A Darlington man has been given a suspended prison sentence and ordered to carry out 200 hours of unpaid work after he put lives at risk by illegally carrying out gas work at three homes in the town despite specific warnings not to do so.
Christopher James Chapman was today (23 January) prosecuted by the Health and Safety Executive (HSE) after he ignored warnings from both HSE and Gas Safe Register and continued to carry out unsafe work with gas fittings.
Teesside Crown Court heard how Mr Chapman had never been registered to carry out work on gas appliances and that in 2004 he was identified as not able to demonstrate the competence expected of a registered engineer.
A HSE investigation was launched after Gas Safe Register reported that Mr Chapman had carried out repairs to a central heating boiler and installed a gas fire at a property in Peterhouse Close, Darlington, between June and October 2012.
The boiler had to be disconnected by Gas Safe and was classed as ‘immediately dangerous’. The fire also had to be turned off as it was identified that it could also be dangerous and potentially life-threatening in the future.
HSE found Mr Chapman had also illegally carried out two gas safety checks on appliances and installed a boiler at a house in Grey Street between March 2005 and August 2008, and carried out four gas safety checks at a house in Montrose Street between March 2005 and August 2008, with a fifth carried out on 3 February 2011.
Christopher James Chapman, 63, of Newlands Road, Darlington pleaded guilty to ten offences relating to the Gas Safety (Installation Use) Regulations 1998. He was given a three month prison sentence, suspended for 18 months and ordered to carry out 200 hours of unpaid work. He was also ordered to pay £1,000 costs.
After the hearing, HSE Inspector Jonathan Wills said:
“Death or serious injury was a foreseeable consequence from the highly unsafe work carried out illegally by Mr Chapman on gas appliances.
“He could not demonstrate that he was competent to carry out work on gas appliances and he was not a Gas Safe registered engineer.
“Despite being warned in the past by both HSE and Gas Safe Register to cease carrying out such work, he continued to do so with considerable potential for harm to the public.”
Russell Kramer, Chief Executive of Gas Safe Register, commented:
“A quarter of a million illegal gas jobs are carried out every year by people who don’t have the skills or the qualifications to work safely with gas. One in five of the illegal gas jobs we investigate are found to be immediately dangerous, as was the case in this instance.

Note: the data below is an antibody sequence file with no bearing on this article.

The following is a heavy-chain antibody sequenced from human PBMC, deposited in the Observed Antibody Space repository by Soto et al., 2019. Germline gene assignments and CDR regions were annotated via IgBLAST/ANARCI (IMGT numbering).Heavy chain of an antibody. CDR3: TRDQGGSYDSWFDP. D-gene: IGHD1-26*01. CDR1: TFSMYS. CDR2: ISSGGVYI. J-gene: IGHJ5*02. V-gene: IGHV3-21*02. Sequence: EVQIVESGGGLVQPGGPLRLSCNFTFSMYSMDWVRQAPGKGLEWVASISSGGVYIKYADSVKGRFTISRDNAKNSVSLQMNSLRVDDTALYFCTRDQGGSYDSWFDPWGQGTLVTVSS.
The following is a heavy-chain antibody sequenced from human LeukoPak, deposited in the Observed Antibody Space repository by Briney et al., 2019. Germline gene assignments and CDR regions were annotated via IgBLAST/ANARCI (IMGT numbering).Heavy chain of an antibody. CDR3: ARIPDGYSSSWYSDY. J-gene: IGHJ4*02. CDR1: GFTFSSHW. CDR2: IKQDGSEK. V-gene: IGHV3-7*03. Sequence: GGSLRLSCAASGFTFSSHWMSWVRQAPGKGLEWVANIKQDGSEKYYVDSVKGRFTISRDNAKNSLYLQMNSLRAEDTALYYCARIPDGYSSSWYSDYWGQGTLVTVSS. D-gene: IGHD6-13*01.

“This means that the work could lead to a gas leak, fire, explosion or carbon monoxide poisoning. It is therefore vital that people always make sure they only use a registered gas engineer.
“Every Gas Safe registered engineer carries a Gas Safe ID card, which shows who they are and the type of gas work they are qualified to do. You can check if your engineer is legal and safe by asking for the card and if you have any concerns, contact us by calling 0800 408 5500 or visit our website at www.gassaferegister.co.uk.”
Notes to Editors
1. The Health and Safety Executive (HSE) is Britain’s national regulator for workplace health and safety. It aims to reduce work-related death, injury and ill health. It does so through research, information and advice, promoting training, new or revised regulations and codes of practice, and working with local authority partners by inspection, investigation and enforcement. www.hse.gov.uk
2. Regulation 3(1) of the Gas Safety (Installation Us) Regulations 1998 states: “No person shall carry out any work in relation to a gas fitting or gas storage vessel unless he is competent to do so.”
3. Regulation 3(3) of the Gas Safety (Installation Us) Regulations 1998 states: “No employer shall allow any of his employees to carry out any work in relation to a gas fitting or service pipework and no self-employed person shall carry out any such work, unless the employer or self-employed person, as the case may be, is a member of a class of persons approved for the time being by the Health and Safety Executive.”
4. Visit here: http://www.hse.gov.uk/press/press.htm to see other HSE press notices.